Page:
Turkish prosecutors have filed an indictment against a famous cartoonist working for the Cumhuriyet daily over a caricature he drew criticizing then-Prime Minister Recep Tayyip Erdoğan’s attempts to cover up a graft probe that shook the country late last year, seeking up to nine years and 10 months in prison for the cartoonist.
Cumhuriyet reported on Monday that according to the indictment filed by the İstanbul Chief Public Prosecutor’s Office, Erdoğan filed a criminal complaint against cartoonist Musa Kart for insulting him and slandering him via the media in a caricature that was published in the daily’s Feb. 1, 2014, edition. The press bureau of the prosecutor’s office initially ruled that there were no grounds for legal action over the caricature. However, upon objections from Erdoğan’s lawyer, the Bakırköy 14th High Criminal Court ruled that the cartoon went beyond the boundaries of criticism and revoked the initial decision. The indictment filed afterwards calls for a prison sentence of up to nine years and 10 months for Kart. The court will begin to hear Kart’s case on Oct. 23.
In the cartoon that led to his trial, Kart depicted two thieves stealing money from a safe box. One of the thieves is saying “Don’t rush, our watchman is a hologram” and Erdoğan can be seen keeping watch as a hologram in the background. Kart was referencing Erdoğan’s appearance at a party meeting as a 10-foot-tall hologram in late January.
“It once again becomes clear that there is the caricature of justice in Turkey, not justice itself,” Kart said while commenting on his trial.
Pointing out that not one of 209 people who was implicated in the corruption investigation, which went public on Dec. 17 and Dec. 25, will stand trial following last week’s decision by İstanbul prosecutors to drop charges against them, Kart said: “Now there is a cartoonist who will stand trial. … Even cartoonists would not have imagined such a scene.”
The highly-publicized investigation on Dec. 17 was followed by a second wave on Dec. 25, and was labelled by authorities as a “coup against the government.” It had implicated the sons of several then-ministers, pro-government businessmen and the chief of a state bank.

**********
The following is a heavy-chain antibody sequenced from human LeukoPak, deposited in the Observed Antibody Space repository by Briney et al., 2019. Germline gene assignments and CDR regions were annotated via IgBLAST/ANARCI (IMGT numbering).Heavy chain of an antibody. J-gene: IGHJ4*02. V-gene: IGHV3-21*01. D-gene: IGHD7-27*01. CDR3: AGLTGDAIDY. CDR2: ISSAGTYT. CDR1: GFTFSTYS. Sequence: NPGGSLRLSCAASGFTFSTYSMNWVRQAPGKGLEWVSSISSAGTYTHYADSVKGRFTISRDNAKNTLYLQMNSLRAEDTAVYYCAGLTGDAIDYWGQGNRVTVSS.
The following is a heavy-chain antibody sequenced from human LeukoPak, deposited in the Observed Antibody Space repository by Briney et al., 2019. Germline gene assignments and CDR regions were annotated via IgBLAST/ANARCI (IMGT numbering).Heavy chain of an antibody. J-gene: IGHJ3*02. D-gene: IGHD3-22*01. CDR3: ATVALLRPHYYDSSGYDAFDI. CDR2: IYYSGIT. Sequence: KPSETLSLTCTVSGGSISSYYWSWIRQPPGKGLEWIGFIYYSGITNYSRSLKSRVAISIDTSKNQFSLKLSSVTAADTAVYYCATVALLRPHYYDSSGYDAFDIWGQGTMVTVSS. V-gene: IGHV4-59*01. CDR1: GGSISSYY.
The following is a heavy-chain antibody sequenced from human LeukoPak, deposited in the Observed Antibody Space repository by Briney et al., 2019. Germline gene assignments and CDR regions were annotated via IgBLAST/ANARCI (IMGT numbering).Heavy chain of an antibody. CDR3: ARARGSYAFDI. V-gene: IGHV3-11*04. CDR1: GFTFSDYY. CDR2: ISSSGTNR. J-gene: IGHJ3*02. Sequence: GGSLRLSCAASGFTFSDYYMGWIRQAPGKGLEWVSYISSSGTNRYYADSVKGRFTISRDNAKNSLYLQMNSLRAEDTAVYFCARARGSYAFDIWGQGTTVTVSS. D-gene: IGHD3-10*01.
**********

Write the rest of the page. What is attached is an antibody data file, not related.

At the heart of the probe was Iranian businessman Reza Zarrab, who was allegedly involved in a money-laundering scheme as part of his strategy to bypass US-led sanctions on Iran.
Barış Güler and Salih Kaan Çağlayan, the sons of former Cabinet ministers, were also among the suspects whose charges were dropped.
The alleged crimes against the former suspects, as mentioned by the prosecutors, included: “The transfer of lands with a value of billions of dollars at very low prices, the seizure of mines from businessmen by force, tender-rigging, illegally giving state tenders worth billions of dollars to businessmen, changing the status of protected areas through bribery, opening these [areas] for construction and making large profits off of them.”
Since the investigations were made public in December, then-Prime Minister and current President Erdoğan have sought to discredit the prosecutors and police officers behind the investigations by accusing them of working to oust the Justice and Development Party (AK Party) from power. Those prosecutors and police officers, along with tens of thousands of others, have been reassigned.
The government has also accused a so-called “parallel state” or “parallel structure” of masterminding the graft probe as an attempt to topple the government.
The “parallel structure” is used by the AK Party government and pro-government circles to refer to the faith-based Hizmet movement, which is inspired by Turkish-Islamic scholar Fethullah Gülen. Hizmet strongly denies Erdoğan’s accusations.
Dozens of police officers who took part in the graft probe have been detained across Turkey on suspicion of illegal wiretaps.
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- Arifur Rahman, Publisher